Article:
A History of the County of Somerset: Volume 5. Originally published by Victoria County History, London, 1985.
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The ancient parish of Chipstable lay on the southern slopes of the Brendons 4 km. west of Wiveliscombe. (fn. 1) It was in two parts, both treated below. The main part of the parish, roughly rectangular in shape, measured 2 km. from east to west and 3.5 km. from north to south. A detached area some 2.5 km. north of the northern boundary, beyond Huish Champflower and reaching to the Brendon ridgeway, included East Withy and Chitcombe farms. (fn. 2) In 1881 the total area was 2,252 a. (fn. 3) In 1884 the detached area was added to Huish Champflower, reducing the parish to 1,936 a. (fn. 4) In 1933 Raddington was joined with Chipstable to form the civil parish of Chipstable, giving a total area of 1,398 ha. (3,454 a.). (fn. 5)
The parish occupies land which falls from 338 m. on Heydon Hill in the north-west to c. 120 m. in the extreme south-east, on slates, siltstones, and sandstones of the Pilton and Pickwell Down beds. (fn. 6) Its western boundary with Raddington is marked largely by the wide Old Way. (fn. 7) The River Tone marks the eastern boundary, its narrow, steep-sided valley heavily wooded in the north, but widening sufficiently further south for the establishment of two farmsteads and the straggling hamlet of Waterrow at two crossing places. From Waterrow another valley runs north-west across the parish to Chipstable village, at the 250 m. contour. The south end of the parish includes a shallow valley beyond the abrupt southern slope of Biballs Hill.
Chipstable village comprises the church, former and present rectory houses, former school, two farms, and a few cottages. Waterrow is the name given from the mid 19th century to scattered settlements in the Tone valley formerly called East and West Skirdall or Skirdle, which became the largest settlement. (fn. 8) Cottages at Elms Green, south of Chipstable village, and at Bulland were mentioned in the mid 19th century. (fn. 9) Farms are spread widely through the rest of the parish: Chitcombe and East Withy were established by 1306, (fn. 10) Withycombe, Trowell, Severidges, and Above Church by 1327, (fn. 11) and Pinkhouse by 1451. (fn. 12) Trowell Farm is a 15th-century long house with linenfold panelling similar to work at Muchelney Abbey. (fn. 13) Furze and heath were found, probably near the Chipstable-Raddington boundary, in the 1440s. (fn. 14) There were areas of common pasture on Heydon (264 a.), Lydon (32 a.), and Biballs (14 a.) hills until they were inclosed in 1837, (fn. 15) but no common arable fields have been traced. Field names and shapes indicate a park on the demesne in a watered valley in the centre of the parish. (fn. 16) Woodland on Heydon Hill and elsewhere was established in the 1830s by John Stone, lord of the manor, and was then 'abounding with black and other game'. (fn. 17)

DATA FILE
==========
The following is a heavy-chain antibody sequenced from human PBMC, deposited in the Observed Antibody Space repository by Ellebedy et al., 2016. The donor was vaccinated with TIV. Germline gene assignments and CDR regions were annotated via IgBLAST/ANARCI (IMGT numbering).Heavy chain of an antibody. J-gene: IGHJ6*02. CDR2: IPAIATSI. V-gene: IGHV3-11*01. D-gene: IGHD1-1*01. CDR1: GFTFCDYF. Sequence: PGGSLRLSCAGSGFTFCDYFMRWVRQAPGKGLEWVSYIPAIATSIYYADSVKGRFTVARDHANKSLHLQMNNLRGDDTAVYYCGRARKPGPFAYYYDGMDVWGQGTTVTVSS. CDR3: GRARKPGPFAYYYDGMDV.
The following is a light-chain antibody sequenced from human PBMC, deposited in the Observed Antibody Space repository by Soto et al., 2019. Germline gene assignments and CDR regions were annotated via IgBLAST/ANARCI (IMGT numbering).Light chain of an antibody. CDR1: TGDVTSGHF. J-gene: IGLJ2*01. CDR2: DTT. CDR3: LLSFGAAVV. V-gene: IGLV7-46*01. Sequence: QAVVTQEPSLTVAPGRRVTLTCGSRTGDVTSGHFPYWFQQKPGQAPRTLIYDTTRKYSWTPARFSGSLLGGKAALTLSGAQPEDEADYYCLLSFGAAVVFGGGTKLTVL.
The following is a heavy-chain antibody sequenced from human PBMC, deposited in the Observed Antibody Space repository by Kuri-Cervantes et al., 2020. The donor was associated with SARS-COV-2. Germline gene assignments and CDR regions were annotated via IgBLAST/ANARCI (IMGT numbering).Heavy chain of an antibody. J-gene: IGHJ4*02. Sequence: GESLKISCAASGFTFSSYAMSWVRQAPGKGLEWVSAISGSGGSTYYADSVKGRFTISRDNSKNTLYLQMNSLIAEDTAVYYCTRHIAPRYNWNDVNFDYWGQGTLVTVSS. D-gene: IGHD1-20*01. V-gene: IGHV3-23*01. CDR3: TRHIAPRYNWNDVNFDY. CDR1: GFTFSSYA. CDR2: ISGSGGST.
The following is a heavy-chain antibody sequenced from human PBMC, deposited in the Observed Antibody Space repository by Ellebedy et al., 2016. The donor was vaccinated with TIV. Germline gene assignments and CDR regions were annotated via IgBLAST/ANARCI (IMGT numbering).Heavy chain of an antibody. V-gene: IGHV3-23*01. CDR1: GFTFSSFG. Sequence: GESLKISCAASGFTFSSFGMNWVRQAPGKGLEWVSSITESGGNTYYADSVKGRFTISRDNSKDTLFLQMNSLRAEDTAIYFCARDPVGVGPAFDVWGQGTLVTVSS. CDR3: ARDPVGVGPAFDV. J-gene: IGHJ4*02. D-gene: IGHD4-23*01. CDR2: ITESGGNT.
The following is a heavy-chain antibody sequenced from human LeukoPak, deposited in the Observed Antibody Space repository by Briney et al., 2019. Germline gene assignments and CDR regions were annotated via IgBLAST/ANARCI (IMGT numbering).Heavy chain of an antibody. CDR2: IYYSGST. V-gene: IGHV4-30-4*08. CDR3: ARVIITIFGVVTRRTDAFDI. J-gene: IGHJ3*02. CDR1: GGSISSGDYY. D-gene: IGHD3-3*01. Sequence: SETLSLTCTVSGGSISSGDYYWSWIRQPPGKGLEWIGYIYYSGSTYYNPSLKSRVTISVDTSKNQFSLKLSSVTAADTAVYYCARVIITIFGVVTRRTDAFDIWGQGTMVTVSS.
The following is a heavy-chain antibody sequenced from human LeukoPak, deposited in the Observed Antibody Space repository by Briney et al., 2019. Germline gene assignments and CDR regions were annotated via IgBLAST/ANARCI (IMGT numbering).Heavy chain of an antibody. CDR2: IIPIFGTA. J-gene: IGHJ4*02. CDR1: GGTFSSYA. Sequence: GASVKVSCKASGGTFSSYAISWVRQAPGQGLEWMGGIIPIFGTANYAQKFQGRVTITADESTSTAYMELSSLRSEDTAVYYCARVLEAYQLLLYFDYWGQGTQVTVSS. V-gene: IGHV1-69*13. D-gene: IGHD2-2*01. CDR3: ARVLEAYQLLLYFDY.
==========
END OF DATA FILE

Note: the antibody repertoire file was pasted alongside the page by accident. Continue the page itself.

From 1786 the turnpike road from Wiveliscombe to Bampton (Devon) entered the parish over Yeo Bridge (fn. 18) and from Waterrow climbed Biballs and Shute hills before descending into Raddington. (fn. 19) The route was improved c. 1824, entering Waterrow further south over Biballs Bridge and curving southwards into the valley below Shute Hill. (fn. 20) The same valley was the route of the Devon and Somerset railway, opened in 1873, which entered the parish over Waterrow viaduct. (fn. 21) Venn Cross station, partly in Chipstable and partly in Clayhanger (Devon), was closed with the line in 1966. (fn. 22)
The Travellers' Rest inn, immediately north of Biballs Bridge, was established in 1819, and continued until 1851 or later. (fn. 23) The Rock House inn, later the Rock inn, also at Waterrow and in 1840 a private house and smithy, (fn. 24) had become an inn by 1851. (fn. 25) It was still open in 1982.
A total of 56 people signed the Protestation in 1642. (fn. 26) There were 301 people in the parish in 1801. After a fall to 288 in 1811, the total rose each decade, reaching 395 in 1851. Then began a steady decline, the figure of 420 in 1871 including the families of workmen building the railway. By 1901 the population was 265, and in twenty years it reached 277. In 1931 the total of 335 included the inhabitants of Raddington ecclesiastical parish. In 1971 the population of the civil parish, which included Raddington, had fallen to 273. (fn. 27)
MANOR AND OTHER ESTATES.
Celric held CHIPSTABLE in 1066, but by 1086 he had been succeeded by the monks of Muchelney. (fn. 28) The monks remained in possession until their house was surrendered to the Crown in 1538, (fn. 29) the manor having in the mid 15th century been assigned to the monastic cook. (fn. 30) The Crown almost immediately sold the manor to Edward Seymour, earl of Hertford, (fn. 31) who sold it later in the same year to Roger (later Sir Roger) Bluet of Greenham in Stawley. (fn. 32) The Bluets were said to hold of the Crown in chief in 1615. (fn. 33)